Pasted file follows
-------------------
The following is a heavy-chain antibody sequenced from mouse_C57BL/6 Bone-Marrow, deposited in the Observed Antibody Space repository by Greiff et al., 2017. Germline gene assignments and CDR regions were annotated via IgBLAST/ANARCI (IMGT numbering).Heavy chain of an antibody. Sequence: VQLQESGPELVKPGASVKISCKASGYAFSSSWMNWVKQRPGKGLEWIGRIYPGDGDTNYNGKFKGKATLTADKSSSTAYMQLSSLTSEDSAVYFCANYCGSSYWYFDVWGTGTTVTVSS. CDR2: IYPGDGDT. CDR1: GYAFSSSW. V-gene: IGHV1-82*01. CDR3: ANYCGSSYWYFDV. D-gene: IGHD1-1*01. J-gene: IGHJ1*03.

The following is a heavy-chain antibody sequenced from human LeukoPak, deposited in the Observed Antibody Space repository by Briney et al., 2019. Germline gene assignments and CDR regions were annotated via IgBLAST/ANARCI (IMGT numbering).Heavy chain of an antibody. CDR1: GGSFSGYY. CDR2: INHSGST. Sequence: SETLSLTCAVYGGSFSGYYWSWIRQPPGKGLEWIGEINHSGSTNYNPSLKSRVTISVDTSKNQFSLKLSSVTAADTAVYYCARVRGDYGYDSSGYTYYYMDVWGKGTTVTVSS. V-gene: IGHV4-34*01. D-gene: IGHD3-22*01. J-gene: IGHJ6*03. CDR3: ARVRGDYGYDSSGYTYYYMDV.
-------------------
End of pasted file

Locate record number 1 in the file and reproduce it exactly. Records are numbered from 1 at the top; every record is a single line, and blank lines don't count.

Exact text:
The following is a heavy-chain antibody sequenced from mouse_C57BL/6 Bone-Marrow, deposited in the Observed Antibody Space repository by Greiff et al., 2017. Germline gene assignments and CDR regions were annotated via IgBLAST/ANARCI (IMGT numbering).Heavy chain of an antibody. Sequence: VQLQESGPELVKPGASVKISCKASGYAFSSSWMNWVKQRPGKGLEWIGRIYPGDGDTNYNGKFKGKATLTADKSSSTAYMQLSSLTSEDSAVYFCANYCGSSYWYFDVWGTGTTVTVSS. CDR2: IYPGDGDT. CDR1: GYAFSSSW. V-gene: IGHV1-82*01. CDR3: ANYCGSSYWYFDV. D-gene: IGHD1-1*01. J-gene: IGHJ1*03.